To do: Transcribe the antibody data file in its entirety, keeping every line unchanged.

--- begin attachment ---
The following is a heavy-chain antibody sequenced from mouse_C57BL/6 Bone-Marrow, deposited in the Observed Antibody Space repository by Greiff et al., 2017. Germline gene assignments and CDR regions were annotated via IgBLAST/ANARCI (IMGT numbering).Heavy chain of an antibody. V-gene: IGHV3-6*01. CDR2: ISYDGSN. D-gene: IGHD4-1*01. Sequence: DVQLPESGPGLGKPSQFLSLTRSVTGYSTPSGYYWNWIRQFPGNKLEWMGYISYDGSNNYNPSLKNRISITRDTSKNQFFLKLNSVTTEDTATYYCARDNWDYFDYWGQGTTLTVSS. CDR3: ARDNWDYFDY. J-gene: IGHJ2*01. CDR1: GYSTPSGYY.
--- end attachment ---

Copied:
The following is a heavy-chain antibody sequenced from mouse_C57BL/6 Bone-Marrow, deposited in the Observed Antibody Space repository by Greiff et al., 2017. Germline gene assignments and CDR regions were annotated via IgBLAST/ANARCI (IMGT numbering).Heavy chain of an antibody. V-gene: IGHV3-6*01. CDR2: ISYDGSN. D-gene: IGHD4-1*01. Sequence: DVQLPESGPGLGKPSQFLSLTRSVTGYSTPSGYYWNWIRQFPGNKLEWMGYISYDGSNNYNPSLKNRISITRDTSKNQFFLKLNSVTTEDTATYYCARDNWDYFDYWGQGTTLTVSS. CDR3: ARDNWDYFDY. J-gene: IGHJ2*01. CDR1: GYSTPSGYY.